After everyone left town following my mother’s funeral, one of the things left behind was a mix cd that held all of her favorite songs. It's maybe the truest part of her that I have left, since she never wrote anything or found a way to say, "this is who I was." It's a different kind of hurt, as I've grown older, to lose a person---not just the figure of my mother. I wish I knew how she was funny or how she was sad; if there were things she lost that she never stopped missing. Mother’s day comes every year when the lilacs are blooming. They were her favorite spring flower. My childhood friends would bring her bunches of them on the days my mother drove us to school. Wrapped in wet paper towels, the lilac's woody stems would be nestled into the cup holder. She planted a lilac tree out in our back garden too, in the corner, at the meeting of the fence lines. In May, the Oregon rain would cling to the clusters of clover shaped flowers. The leaves folding, the branches bent under the wealth of it.
The second song on her cd is "Our House" by Crosby, Stills, Nash and Young. "I'll light the fire," it begins, "you put the flowers in the vase, that you bought yesterday." Most of the verses are about simple blessings like that, about rest and light and illuminated windows. But, it's the last line that gets me every time: "life use to be so hard / now everything is easy because of you."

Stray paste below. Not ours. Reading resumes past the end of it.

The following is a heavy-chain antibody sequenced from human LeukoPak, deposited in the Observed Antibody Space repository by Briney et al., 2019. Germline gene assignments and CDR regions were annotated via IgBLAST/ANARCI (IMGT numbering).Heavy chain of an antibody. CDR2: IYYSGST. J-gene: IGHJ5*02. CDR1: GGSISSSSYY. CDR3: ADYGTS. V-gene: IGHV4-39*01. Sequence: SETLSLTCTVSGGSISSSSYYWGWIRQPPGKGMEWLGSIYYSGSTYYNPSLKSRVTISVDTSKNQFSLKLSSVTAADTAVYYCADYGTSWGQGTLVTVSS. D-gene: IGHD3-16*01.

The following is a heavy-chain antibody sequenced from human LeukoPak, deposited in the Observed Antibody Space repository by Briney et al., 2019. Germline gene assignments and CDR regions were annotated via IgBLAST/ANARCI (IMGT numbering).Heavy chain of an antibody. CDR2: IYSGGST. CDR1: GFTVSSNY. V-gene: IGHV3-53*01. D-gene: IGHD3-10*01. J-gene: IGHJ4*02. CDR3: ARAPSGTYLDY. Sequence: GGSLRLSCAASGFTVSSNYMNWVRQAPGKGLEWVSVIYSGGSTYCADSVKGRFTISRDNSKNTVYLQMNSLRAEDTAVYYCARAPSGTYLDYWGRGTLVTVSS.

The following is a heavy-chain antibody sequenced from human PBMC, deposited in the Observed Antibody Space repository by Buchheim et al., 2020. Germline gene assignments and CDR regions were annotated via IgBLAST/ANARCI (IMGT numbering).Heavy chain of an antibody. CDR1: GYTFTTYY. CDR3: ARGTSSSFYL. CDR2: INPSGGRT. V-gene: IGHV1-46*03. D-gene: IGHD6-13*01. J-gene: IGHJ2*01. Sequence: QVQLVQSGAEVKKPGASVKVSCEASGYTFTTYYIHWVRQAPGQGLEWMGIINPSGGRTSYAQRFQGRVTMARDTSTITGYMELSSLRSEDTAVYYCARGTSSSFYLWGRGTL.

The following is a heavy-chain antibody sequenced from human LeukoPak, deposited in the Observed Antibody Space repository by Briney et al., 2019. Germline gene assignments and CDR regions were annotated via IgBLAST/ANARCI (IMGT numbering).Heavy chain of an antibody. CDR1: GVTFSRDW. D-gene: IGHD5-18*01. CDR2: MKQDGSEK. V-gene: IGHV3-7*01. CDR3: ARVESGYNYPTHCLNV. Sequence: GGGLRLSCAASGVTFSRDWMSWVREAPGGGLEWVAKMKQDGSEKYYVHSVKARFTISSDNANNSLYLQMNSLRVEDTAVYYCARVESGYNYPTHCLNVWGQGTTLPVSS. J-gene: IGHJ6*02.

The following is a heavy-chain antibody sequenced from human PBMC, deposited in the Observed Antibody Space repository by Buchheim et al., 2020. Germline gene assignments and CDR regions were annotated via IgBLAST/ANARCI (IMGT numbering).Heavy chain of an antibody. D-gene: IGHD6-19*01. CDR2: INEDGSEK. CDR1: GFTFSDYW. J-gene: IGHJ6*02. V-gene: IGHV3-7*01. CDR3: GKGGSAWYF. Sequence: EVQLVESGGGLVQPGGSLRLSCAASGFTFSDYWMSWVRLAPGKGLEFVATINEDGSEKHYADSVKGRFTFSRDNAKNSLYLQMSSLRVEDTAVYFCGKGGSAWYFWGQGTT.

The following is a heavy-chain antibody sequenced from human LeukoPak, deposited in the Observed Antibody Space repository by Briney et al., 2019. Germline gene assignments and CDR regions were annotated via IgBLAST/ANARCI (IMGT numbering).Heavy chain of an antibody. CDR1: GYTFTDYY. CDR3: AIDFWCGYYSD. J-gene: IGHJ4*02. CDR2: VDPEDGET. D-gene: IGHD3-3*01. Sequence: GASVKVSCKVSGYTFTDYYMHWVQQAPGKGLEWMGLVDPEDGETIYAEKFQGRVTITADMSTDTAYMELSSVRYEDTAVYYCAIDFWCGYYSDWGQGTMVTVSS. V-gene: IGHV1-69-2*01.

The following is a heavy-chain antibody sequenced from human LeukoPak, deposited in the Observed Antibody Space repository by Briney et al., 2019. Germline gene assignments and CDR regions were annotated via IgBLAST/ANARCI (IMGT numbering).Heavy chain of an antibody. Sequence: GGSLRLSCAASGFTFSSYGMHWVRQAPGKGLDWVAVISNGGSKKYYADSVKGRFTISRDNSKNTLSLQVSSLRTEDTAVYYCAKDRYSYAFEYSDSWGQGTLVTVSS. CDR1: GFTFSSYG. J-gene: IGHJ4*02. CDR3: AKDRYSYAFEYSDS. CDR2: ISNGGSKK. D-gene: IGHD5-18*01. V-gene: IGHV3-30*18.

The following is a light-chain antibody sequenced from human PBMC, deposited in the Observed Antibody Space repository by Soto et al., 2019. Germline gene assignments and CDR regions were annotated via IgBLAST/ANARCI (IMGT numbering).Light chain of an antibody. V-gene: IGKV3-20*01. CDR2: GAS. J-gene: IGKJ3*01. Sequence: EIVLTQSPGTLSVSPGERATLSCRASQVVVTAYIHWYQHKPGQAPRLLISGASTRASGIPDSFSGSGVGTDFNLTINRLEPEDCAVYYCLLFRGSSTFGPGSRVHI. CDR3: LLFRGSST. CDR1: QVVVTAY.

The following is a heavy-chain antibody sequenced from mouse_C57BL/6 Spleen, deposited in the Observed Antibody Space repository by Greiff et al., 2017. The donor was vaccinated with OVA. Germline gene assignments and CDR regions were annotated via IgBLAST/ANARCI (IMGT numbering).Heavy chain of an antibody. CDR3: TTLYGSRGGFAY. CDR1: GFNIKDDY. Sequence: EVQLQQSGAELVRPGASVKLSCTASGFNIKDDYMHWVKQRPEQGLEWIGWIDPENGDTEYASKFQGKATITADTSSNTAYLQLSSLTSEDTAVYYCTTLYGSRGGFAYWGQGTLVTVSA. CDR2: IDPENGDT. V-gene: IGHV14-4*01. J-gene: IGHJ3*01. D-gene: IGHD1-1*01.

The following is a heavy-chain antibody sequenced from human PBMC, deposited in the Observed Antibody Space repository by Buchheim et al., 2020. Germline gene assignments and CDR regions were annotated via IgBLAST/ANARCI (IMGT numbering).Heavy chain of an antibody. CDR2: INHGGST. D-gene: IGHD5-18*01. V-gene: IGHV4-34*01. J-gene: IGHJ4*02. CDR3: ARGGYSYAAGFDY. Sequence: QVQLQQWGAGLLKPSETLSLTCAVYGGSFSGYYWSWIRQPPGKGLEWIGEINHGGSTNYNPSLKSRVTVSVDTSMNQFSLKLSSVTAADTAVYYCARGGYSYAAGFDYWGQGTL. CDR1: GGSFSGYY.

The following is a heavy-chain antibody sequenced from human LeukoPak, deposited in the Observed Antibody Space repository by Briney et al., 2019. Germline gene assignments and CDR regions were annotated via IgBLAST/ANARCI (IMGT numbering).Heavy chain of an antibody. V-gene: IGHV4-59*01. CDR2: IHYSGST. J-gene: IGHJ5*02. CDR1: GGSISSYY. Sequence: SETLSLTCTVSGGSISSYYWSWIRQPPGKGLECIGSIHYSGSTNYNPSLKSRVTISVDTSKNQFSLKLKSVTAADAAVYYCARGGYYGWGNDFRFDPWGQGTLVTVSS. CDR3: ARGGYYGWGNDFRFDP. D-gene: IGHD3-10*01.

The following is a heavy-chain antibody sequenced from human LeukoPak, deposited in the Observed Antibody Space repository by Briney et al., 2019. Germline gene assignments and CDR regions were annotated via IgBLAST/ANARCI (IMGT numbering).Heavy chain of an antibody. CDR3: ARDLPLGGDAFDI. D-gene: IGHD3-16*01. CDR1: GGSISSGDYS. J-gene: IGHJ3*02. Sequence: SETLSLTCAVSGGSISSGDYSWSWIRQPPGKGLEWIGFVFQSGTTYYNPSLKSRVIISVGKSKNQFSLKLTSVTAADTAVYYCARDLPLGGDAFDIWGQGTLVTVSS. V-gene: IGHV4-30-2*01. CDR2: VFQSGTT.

Those words help me understand the life that I remember with her and the home my parents made together. They both wanted to build a place better than the one they'd known. So, they painted the walls white and covered them with wainscoting. No unkind words were ever spoken. She turned on the table lamps to keep out the dark and set lilacs on the dining room table. And on the first warm day of Spring, she would open the French doors, put on her reeboks and windex the windows. From the living room, she'd play that song onto the patio. Even the neighbors could hear it coming from our house.